50 Most Powerful Women in Entertainment
> Job: Showrunner, ‘Sharp Objects’
> Age: 54
> Wikipedia page views (2 yr.): 223,608
Marti Noxon was a writer and executive producer of the television series “Buffy the Vampire Slayer.” Noxon has developed a reputation for employing women as well as exploring female issues onscreen with her work. She premiered two new shows just this past year — “Dietland” on AMC and “Sharp Objects,” starring Amy Adams, on HBO.
> Job: Chief creative officer, Disney Animation Studios
> Age: 47
> Wikipedia page views (2 yr.): 261,370
Jennifer Lee became chief creative officer at Disney Animation Studios last year after John Lasseter stepped down. Lee also is a successful filmmaker, having directed Disney’s “Frozen,” which grossed over $400 million in the U.S. and Canada. Lee is reportedly co-directing “Frozen 2” along with Chris Buck.
> Job: Producer
> Age: 60
> Wikipedia page views (2 yr.): 419,714
Amy Pascal stepped down as as co-chairman of Sony Pictures Entertainment in 2015, after Sony Pictures’ email system was hacked and the emails publicly released. Pascal went on to establish her own production company — Pascal Pictures — that produced 2016’s female-lead “Ghostbusters” remake, Steven Spielberg-directed “The Post,” and Academy Award-winning animated film “Spider-Man: Into the Spider-Verse.”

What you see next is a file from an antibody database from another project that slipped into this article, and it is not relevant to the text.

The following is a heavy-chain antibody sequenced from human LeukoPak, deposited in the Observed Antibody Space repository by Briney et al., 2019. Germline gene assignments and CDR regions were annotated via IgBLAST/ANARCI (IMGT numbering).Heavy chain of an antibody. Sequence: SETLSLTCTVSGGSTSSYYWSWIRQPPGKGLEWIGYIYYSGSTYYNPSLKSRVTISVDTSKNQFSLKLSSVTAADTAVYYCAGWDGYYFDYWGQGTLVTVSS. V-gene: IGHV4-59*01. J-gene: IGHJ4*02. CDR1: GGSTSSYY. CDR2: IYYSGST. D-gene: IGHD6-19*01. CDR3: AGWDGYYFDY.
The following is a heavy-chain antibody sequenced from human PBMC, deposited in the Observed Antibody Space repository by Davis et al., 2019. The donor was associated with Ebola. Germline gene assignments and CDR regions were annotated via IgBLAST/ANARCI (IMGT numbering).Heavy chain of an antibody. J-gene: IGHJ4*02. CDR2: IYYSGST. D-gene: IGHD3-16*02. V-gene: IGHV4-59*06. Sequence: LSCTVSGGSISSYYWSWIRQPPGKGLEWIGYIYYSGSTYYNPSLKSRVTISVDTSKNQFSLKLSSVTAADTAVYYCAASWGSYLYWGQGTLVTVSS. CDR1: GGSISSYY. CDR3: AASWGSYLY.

Mara Brock Akil
> Job: Producer, Akil Productions
> Age: 48
> Wikipedia page views (2 yr.): 454,642
Mara Brock Akil is the writer behind numerous hit shows, including “Girlfriends,” “Being Mary Jane,” and last year’s “Black Lightning.” The showrunner hit a rare speed bump just recently, however, when her romantic drama “Love Is” was dropped by Oprah Winfrey’s OWN network.
> Job: Founder/CEO, Annapurna
> Age: 33
> Wikipedia page views (2 yr.): 459,202
Megan Ellison — the 33-year-old daughter of co-founder and former CEO of Oracle Larry Ellison — has written her own success story in the film industry. After founding production and distribution company Annapurna Pictures in 2011, Ellison made a name for herself by taking big risks on films with art house appeal. Notable titles the company had a hand in producing include “Zero Dark Thirty,” “Her,” and “American Hustle.”